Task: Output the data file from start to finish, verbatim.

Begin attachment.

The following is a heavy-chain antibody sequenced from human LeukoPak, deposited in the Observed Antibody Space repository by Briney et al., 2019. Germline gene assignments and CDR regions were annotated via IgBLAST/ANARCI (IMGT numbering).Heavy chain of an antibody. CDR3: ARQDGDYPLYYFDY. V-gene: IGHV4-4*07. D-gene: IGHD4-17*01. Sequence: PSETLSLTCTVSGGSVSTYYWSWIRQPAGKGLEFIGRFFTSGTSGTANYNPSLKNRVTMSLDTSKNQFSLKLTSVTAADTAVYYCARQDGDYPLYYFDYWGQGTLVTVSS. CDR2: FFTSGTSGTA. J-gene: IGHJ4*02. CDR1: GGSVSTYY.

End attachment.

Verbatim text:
The following is a heavy-chain antibody sequenced from human LeukoPak, deposited in the Observed Antibody Space repository by Briney et al., 2019. Germline gene assignments and CDR regions were annotated via IgBLAST/ANARCI (IMGT numbering).Heavy chain of an antibody. CDR3: ARQDGDYPLYYFDY. V-gene: IGHV4-4*07. D-gene: IGHD4-17*01. Sequence: PSETLSLTCTVSGGSVSTYYWSWIRQPAGKGLEFIGRFFTSGTSGTANYNPSLKNRVTMSLDTSKNQFSLKLTSVTAADTAVYYCARQDGDYPLYYFDYWGQGTLVTVSS. CDR2: FFTSGTSGTA. J-gene: IGHJ4*02. CDR1: GGSVSTYY.